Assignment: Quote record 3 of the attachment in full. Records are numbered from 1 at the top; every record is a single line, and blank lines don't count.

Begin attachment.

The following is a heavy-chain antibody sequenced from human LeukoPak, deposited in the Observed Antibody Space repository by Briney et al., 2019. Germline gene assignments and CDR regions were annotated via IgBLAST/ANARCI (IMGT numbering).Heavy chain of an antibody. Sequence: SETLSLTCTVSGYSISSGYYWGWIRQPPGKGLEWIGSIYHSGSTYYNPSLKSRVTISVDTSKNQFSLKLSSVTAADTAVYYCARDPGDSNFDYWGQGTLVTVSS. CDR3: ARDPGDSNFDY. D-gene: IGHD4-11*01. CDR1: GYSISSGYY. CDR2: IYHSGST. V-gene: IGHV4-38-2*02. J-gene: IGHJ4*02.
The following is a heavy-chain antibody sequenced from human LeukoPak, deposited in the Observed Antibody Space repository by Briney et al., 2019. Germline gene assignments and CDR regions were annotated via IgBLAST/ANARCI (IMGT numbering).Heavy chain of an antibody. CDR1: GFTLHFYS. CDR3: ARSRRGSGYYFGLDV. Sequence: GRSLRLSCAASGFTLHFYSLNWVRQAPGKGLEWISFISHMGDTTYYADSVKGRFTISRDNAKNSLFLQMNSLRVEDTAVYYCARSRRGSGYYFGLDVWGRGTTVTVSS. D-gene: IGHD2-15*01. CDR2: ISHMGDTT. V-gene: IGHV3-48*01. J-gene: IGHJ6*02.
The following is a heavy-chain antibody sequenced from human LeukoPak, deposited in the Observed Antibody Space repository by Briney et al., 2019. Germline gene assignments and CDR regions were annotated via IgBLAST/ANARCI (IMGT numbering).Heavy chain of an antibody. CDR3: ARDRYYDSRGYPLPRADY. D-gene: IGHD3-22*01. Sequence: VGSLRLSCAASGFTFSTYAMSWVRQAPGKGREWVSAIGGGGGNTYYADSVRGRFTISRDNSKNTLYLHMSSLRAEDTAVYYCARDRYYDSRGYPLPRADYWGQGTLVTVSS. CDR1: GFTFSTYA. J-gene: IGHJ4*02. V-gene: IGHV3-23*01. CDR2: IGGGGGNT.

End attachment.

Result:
The following is a heavy-chain antibody sequenced from human LeukoPak, deposited in the Observed Antibody Space repository by Briney et al., 2019. Germline gene assignments and CDR regions were annotated via IgBLAST/ANARCI (IMGT numbering).Heavy chain of an antibody. CDR3: ARDRYYDSRGYPLPRADY. D-gene: IGHD3-22*01. Sequence: VGSLRLSCAASGFTFSTYAMSWVRQAPGKGREWVSAIGGGGGNTYYADSVRGRFTISRDNSKNTLYLHMSSLRAEDTAVYYCARDRYYDSRGYPLPRADYWGQGTLVTVSS. CDR1: GFTFSTYA. J-gene: IGHJ4*02. V-gene: IGHV3-23*01. CDR2: IGGGGGNT.